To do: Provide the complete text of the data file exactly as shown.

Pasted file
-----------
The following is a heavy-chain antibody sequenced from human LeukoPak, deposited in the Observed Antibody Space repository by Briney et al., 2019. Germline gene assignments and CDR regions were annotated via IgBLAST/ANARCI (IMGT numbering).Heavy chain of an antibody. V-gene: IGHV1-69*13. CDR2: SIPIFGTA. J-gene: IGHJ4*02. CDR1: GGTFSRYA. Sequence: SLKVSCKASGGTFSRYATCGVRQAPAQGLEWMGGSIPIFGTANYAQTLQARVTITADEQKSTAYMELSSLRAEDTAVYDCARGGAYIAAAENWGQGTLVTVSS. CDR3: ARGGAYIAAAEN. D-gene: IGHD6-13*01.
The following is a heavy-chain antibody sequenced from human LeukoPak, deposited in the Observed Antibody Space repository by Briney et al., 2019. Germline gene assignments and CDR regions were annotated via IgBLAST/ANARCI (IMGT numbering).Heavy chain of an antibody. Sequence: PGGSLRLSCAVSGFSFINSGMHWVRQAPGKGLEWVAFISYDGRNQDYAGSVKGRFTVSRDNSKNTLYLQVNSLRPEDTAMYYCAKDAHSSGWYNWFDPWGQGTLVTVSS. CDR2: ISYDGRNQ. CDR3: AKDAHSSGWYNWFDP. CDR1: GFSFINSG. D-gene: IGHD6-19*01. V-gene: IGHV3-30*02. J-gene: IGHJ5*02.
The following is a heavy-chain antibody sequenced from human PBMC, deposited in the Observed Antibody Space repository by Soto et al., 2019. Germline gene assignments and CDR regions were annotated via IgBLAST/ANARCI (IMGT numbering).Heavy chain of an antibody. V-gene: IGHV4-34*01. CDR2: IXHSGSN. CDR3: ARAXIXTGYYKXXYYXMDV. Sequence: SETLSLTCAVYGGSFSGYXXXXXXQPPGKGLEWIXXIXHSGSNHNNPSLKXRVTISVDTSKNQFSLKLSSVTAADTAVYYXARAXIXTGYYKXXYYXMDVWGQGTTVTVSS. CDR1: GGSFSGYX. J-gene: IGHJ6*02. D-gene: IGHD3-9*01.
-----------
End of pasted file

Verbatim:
The following is a heavy-chain antibody sequenced from human LeukoPak, deposited in the Observed Antibody Space repository by Briney et al., 2019. Germline gene assignments and CDR regions were annotated via IgBLAST/ANARCI (IMGT numbering).Heavy chain of an antibody. V-gene: IGHV1-69*13. CDR2: SIPIFGTA. J-gene: IGHJ4*02. CDR1: GGTFSRYA. Sequence: SLKVSCKASGGTFSRYATCGVRQAPAQGLEWMGGSIPIFGTANYAQTLQARVTITADEQKSTAYMELSSLRAEDTAVYDCARGGAYIAAAENWGQGTLVTVSS. CDR3: ARGGAYIAAAEN. D-gene: IGHD6-13*01.
The following is a heavy-chain antibody sequenced from human LeukoPak, deposited in the Observed Antibody Space repository by Briney et al., 2019. Germline gene assignments and CDR regions were annotated via IgBLAST/ANARCI (IMGT numbering).Heavy chain of an antibody. Sequence: PGGSLRLSCAVSGFSFINSGMHWVRQAPGKGLEWVAFISYDGRNQDYAGSVKGRFTVSRDNSKNTLYLQVNSLRPEDTAMYYCAKDAHSSGWYNWFDPWGQGTLVTVSS. CDR2: ISYDGRNQ. CDR3: AKDAHSSGWYNWFDP. CDR1: GFSFINSG. D-gene: IGHD6-19*01. V-gene: IGHV3-30*02. J-gene: IGHJ5*02.
The following is a heavy-chain antibody sequenced from human PBMC, deposited in the Observed Antibody Space repository by Soto et al., 2019. Germline gene assignments and CDR regions were annotated via IgBLAST/ANARCI (IMGT numbering).Heavy chain of an antibody. V-gene: IGHV4-34*01. CDR2: IXHSGSN. CDR3: ARAXIXTGYYKXXYYXMDV. Sequence: SETLSLTCAVYGGSFSGYXXXXXXQPPGKGLEWIXXIXHSGSNHNNPSLKXRVTISVDTSKNQFSLKLSSVTAADTAVYYXARAXIXTGYYKXXYYXMDVWGQGTTVTVSS. CDR1: GGSFSGYX. J-gene: IGHJ6*02. D-gene: IGHD3-9*01.